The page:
# What is ∫ (dy)^2 ?

What is ∫ (dy)^2 ???

Fact:
Let a<b.
b
∫ (dy)2 = 0
a

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1) First of all, I'm having trouble understanding the meaning of the above integral. I tried searching my elementary calculus textbooks, but I really couldn't find ANY integral like this. I have only seen integrals like ∫ (dy) in my calculus books and so I have no idea how they can have (dy)2 which makes no sense to me...

2) Why is the above fact true? How can we rigorously prove it?

Hopefully someone can clarify this.
Thank you!

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Bacle2

I guess a,b are real numbers. Where did you see this integral?

Yes, a and b are real numbers, a<b.

I saw this integral in my first study of stochastic calculus and brownian motions.
It says...from ordinary integration, we have
b
∫ (dy)2 = 0
a

By ordinary, I'm assuming it's referring to standard elementary calculus, but I just can't recall anything similar to integrals like this in my calculus courses. Does such a thing exist in math? What is the precise definition of the above integral?

Thanks!

Delta2
Homework Helper
Gold Member

One work around on this is to consider the fact that dy is independent of y thus it is like a constant when integrating with respect to y. So it is $$\int (dy)^2=\int cdy$$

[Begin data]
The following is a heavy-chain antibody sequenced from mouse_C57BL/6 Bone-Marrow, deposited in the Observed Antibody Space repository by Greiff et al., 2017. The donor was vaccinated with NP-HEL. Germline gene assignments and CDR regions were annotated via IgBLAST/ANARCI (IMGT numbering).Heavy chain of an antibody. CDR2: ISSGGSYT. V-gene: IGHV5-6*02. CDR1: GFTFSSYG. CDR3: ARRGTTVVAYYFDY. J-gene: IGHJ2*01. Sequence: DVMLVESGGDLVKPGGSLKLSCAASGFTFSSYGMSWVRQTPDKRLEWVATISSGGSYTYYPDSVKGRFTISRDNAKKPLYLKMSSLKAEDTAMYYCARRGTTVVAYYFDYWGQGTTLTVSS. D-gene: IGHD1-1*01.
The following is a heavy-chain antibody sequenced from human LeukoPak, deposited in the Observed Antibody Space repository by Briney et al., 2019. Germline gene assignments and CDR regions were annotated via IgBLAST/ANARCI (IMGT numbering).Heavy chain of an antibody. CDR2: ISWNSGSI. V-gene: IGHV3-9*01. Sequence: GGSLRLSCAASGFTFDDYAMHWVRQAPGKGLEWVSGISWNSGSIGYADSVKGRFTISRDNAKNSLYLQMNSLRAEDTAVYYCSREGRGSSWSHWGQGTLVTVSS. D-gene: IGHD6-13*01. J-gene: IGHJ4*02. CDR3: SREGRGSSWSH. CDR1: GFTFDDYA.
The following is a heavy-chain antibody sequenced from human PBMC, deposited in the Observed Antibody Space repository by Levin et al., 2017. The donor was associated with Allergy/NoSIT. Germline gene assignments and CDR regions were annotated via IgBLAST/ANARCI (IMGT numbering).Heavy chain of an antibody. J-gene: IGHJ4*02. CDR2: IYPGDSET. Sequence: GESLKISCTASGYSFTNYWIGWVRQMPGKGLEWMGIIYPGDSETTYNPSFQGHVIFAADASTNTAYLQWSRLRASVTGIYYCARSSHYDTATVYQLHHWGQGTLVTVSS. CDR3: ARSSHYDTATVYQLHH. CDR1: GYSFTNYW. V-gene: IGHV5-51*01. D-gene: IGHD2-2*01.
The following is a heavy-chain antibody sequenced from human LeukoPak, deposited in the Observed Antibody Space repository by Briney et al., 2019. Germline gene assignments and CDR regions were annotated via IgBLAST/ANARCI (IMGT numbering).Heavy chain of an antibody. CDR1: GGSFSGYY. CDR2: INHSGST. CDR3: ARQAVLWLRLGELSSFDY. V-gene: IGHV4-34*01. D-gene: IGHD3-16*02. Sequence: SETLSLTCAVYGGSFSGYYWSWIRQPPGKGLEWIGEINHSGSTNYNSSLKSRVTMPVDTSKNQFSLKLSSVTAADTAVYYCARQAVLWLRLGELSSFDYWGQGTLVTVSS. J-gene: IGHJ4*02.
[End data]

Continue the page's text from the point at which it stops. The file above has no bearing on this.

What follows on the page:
Integrating cdy from a to b will give c(b-a)=dy(b-a). But dy is an infinitesimally small quantity therefore dy(b-a)=0.

dy is an infinitesimally small quantity
But then what does squaring an infinitesimally small quantity (i.e. (dy)2) mean? Squaring a differential just doesn't make much sense to me...

Also, I believe integral is defined as the limit of some kind of sum.
Is there an analogous sum being used to define the integral
b
∫ (dy)2 ?
a

Delta2
Homework Helper
Gold Member

dy is something like (b-a)/n and the integral is defined as the limit of a sum.
$$\int_{a}^{b}(dy)^2=lim_{n→∞}\sum _{i=1}^{n}(\frac{b-a}{n})^2$$

You can see that this limit is zero as n goes to infinity. But all i did here is not rigorously mathematically defined, i mean in math textbooks there is no official definition for the integral of (dy)^2 but an attempt to define such a thing in the most straightforward way is via the limit of sum i gave above.

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Bacle2